As a kid, August was the month in which we were herded back into the educational system. The first day of the month made that impending event palpable to me.

Sure, there was still a few weeks of warm days spent idly doing nothing at all, but – deep down – I felt the awful truth that it was over.

Wimbledon and the 4th of July – two signposts of summer for me – had already happened.

If we had gone somewhere on vacation it would have likely been in July. By August 1st, the trip seemed as if it had happened a lifetime before rather than mere weeks (at most).

August turned me into a dead man walking as I shuffled toward the first day of classes.

Not this year, though, not this summer.

This summer, there is absolutely not one fiber of my being that has twitched reflexively at the approach of August.

Each morning, I sit drinking coffee in a state of early-morning confusion. The local news is on the television where it remains until the weather forecast has been delivered (at which time, it’s ESPN2 and Mike & Mike In The Morning).

Usually, I halfheartedly listen to the weather, mostly making sure that there isn’t some impending weather disaster headed our direction.

This has been the ritual.

But, the past few weeks my attention to the weather report has been increasingly focused. The extended forecast causes me to marshall the limited powers of concentration I possess at 5:10 a.m.

93-96-98-95-97-94

I study the forecasted daily highs like a hobo that has spent his last dollar on a pick-6 ticket and shake my head.

I welcome August this year because August is next to September and – unless this is the year that summer never ends – that means that the temperatures have to abate.

Ten weeks ago, the marque outside a high school on my morning commute heralded the end of the school year. A week later it wished all to “Have A Great Summer.”

This week, I noticed that a couple letters were missing.

Here are four songs that accompanied me back to school in Augusts past…

John Denver – Annie’s Song
from The John Denver Collection

As six-year old starting school in ’74, I knew John Denver. He had one of the biggest hits in the country with Annie’s Song. Mostly, though, I knew him from his television specials.

There he was – granny glasses, floppy hat – traipsing around in the mountains communing with nature, animals, granola-munching girls in bell-bottomed jeans with long, straight hair. I dug the guy.

I still think Annie’s Song is lovely (if a bit melodramatic).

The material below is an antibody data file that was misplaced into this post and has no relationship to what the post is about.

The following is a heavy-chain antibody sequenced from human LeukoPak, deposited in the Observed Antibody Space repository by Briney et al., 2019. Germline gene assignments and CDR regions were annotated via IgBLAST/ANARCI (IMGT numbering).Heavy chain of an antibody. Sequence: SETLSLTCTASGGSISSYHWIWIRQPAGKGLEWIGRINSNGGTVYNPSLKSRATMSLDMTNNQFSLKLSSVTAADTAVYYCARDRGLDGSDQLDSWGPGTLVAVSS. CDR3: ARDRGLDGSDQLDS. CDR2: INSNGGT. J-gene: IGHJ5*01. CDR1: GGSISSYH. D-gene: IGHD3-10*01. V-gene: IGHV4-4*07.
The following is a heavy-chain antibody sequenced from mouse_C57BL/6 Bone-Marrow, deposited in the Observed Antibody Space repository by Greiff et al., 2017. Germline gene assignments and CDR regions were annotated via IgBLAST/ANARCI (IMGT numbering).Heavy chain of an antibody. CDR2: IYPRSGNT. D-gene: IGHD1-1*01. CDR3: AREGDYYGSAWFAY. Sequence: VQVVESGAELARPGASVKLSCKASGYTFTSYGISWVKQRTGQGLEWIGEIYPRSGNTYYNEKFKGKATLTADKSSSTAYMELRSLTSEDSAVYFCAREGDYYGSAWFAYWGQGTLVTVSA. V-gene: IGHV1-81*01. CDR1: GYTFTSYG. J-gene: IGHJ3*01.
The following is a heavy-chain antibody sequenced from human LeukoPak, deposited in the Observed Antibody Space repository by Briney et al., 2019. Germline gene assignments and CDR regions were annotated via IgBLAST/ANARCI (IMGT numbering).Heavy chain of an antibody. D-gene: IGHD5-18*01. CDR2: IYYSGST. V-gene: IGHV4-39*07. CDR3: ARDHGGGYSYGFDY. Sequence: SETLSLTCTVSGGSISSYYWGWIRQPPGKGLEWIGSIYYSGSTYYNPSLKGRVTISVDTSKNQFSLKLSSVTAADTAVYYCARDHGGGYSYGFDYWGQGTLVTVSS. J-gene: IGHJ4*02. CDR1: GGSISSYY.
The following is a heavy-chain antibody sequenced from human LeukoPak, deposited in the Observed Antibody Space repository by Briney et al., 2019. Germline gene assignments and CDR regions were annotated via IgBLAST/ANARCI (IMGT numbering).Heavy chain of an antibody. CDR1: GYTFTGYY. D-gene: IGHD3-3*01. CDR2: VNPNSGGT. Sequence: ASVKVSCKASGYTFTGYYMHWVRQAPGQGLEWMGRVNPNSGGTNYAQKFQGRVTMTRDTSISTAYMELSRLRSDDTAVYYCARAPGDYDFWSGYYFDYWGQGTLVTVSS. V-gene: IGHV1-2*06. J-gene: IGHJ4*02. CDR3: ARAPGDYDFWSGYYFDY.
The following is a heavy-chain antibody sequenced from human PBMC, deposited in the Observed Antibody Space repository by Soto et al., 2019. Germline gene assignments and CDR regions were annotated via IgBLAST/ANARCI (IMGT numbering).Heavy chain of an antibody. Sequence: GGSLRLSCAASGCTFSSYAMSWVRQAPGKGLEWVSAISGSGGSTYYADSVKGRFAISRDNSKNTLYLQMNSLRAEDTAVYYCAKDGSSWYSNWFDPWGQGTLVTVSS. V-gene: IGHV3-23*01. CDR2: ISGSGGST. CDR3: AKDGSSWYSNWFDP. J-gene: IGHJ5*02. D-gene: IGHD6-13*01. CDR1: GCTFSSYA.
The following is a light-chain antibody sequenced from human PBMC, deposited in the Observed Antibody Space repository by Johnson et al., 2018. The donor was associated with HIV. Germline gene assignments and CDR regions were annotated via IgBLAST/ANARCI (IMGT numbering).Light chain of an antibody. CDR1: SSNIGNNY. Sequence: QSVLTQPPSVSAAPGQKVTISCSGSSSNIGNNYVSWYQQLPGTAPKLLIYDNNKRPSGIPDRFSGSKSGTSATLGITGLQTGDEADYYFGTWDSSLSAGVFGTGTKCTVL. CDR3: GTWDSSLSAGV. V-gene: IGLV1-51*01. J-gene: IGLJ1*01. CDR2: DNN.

Joan Jett – Do You Wanna Touch Me (Oh Yeah)
from Bad Reputation

In August of ’82, I was fourteen and headed from the comfortable confines of grade school to the unknown petri dish of high school. It was a fairly seamless transition as I had Will, my best friend from our neighborhood and a year older than me, as a guide.

Music had really gotten it’s hooks in me that summer. My interest having reached critical mass after simmering for about a year or so. It was mostly radio or mix tapes of songs I’d taped from the radio since I owned no more than a dozen cassettes.

One was Joan Jett’s I Love Rock ‘N’ Roll which had been massive since winter -when the title song became an ’80s anthem – and throughout the summer with a version of Crimson And Clover.

By August, I was catching up to her solo debut and another stellar cover song.

Godley & Creme – Cry
from The History Mix Volume 1

Three years later, August brought the beginning of senior year. It was a good time, but it had been hyped in the “86”s scrawled on notebooks and spraypainted on bridges since fifth grade.

That August, Godley & Creme’s video for Cry was causing a sensation on MTV. The duo of Kevin Godley and Lol Creme had split from 10cc and become acclaimed producers of videos.

(Duran Duran’s Girls On Film, Asia’s Heat Of The Moment, The Police’s Every Breath You Take, Wrapped Around Your Finger, and Synchronicity II, Frankie Goes To Hollywood’s Two Tribes…)

Cry was a groundbreaking video and the song is hypnotic.

Tom Cochrane & Red Rider – Boy Inside The Man
from Tom Cochrane & Red Rider

I didn’t realize that Red Rider was relatively unknown in the States until lead singer Tom Cochrane had a solo hit with Life Is A Highway. Growing up in the Midwest, the band got a lot of attention from several rock stations I listened to in the ’80s.

I was the buyer for a large record store in another part of the country when Life Is A Highway became a hit for Cochrane. It seemed clear that, unless they were more than casual music fans, the customers searching for the hit were generally unaware of Cochrane or Red Rider.

But, five years earlier in August, 1986, Cochrane was still a member of Red Rider and, as I prepared to head of to college, I was hearing the band’s Boy Inside The Man on the radio.